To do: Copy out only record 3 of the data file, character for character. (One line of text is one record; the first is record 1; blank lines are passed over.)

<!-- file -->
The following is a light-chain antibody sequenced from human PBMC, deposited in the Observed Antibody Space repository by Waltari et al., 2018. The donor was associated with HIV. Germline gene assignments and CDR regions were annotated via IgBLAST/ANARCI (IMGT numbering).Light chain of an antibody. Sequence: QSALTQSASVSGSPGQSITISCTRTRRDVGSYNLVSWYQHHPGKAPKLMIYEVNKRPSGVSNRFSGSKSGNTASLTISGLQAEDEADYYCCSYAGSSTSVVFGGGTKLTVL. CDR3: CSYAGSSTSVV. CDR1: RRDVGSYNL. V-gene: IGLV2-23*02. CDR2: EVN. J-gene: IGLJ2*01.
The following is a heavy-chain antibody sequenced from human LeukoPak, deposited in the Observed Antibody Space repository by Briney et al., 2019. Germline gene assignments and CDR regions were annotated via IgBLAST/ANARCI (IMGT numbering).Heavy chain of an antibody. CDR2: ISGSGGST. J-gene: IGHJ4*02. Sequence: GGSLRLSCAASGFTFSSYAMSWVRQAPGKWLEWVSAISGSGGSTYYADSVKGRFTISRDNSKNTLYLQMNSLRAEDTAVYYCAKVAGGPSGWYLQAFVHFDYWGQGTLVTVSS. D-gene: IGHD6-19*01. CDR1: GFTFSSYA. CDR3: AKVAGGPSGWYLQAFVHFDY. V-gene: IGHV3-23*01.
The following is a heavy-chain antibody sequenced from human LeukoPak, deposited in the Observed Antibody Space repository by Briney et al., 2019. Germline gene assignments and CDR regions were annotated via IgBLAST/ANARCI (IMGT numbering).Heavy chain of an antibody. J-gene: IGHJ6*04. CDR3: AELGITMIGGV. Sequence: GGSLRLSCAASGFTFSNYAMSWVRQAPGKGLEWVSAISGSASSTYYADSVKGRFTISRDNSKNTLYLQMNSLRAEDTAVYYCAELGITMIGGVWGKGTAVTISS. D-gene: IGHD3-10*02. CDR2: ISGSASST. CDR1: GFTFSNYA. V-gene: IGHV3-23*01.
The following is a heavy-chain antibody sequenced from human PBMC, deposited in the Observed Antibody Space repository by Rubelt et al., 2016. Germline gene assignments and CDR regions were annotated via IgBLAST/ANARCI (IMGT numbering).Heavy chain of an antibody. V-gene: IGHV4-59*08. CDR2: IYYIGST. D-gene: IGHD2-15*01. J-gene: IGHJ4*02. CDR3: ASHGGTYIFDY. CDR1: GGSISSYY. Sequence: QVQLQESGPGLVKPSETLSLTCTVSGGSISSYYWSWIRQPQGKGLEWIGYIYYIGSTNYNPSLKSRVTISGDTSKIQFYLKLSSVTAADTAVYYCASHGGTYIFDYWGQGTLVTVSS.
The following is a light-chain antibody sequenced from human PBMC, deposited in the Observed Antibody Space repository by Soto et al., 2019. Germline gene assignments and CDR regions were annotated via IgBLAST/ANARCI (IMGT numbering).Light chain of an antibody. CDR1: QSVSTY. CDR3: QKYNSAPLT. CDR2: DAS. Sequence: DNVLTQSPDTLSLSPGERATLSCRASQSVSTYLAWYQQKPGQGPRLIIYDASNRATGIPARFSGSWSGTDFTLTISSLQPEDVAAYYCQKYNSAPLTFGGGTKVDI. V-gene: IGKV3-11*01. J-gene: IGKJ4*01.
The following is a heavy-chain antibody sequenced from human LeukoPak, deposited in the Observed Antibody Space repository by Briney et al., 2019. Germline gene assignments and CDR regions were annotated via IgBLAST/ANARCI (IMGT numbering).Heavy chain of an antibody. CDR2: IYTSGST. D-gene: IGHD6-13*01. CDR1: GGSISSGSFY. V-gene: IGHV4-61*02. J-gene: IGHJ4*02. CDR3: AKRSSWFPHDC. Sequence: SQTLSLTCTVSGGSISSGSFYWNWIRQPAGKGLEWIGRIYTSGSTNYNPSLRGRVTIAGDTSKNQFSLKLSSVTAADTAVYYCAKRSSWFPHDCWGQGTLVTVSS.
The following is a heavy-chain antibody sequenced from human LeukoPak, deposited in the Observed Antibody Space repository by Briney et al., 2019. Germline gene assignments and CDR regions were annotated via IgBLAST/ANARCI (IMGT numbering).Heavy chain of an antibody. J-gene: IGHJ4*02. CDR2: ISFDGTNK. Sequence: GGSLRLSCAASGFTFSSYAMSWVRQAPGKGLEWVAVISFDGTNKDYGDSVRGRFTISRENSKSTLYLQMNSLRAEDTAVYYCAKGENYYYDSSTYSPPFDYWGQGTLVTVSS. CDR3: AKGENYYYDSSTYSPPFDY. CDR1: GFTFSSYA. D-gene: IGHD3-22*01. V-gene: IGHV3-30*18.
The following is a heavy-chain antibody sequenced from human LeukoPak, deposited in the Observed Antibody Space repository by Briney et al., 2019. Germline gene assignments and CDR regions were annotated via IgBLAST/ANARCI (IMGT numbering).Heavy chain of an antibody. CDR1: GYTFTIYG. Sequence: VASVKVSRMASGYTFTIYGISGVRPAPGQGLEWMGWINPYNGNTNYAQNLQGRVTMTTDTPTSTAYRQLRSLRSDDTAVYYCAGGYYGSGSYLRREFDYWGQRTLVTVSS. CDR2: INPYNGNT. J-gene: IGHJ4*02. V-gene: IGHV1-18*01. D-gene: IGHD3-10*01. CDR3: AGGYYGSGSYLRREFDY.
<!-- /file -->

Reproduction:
The following is a heavy-chain antibody sequenced from human LeukoPak, deposited in the Observed Antibody Space repository by Briney et al., 2019. Germline gene assignments and CDR regions were annotated via IgBLAST/ANARCI (IMGT numbering).Heavy chain of an antibody. J-gene: IGHJ6*04. CDR3: AELGITMIGGV. Sequence: GGSLRLSCAASGFTFSNYAMSWVRQAPGKGLEWVSAISGSASSTYYADSVKGRFTISRDNSKNTLYLQMNSLRAEDTAVYYCAELGITMIGGVWGKGTAVTISS. D-gene: IGHD3-10*02. CDR2: ISGSASST. CDR1: GFTFSNYA. V-gene: IGHV3-23*01.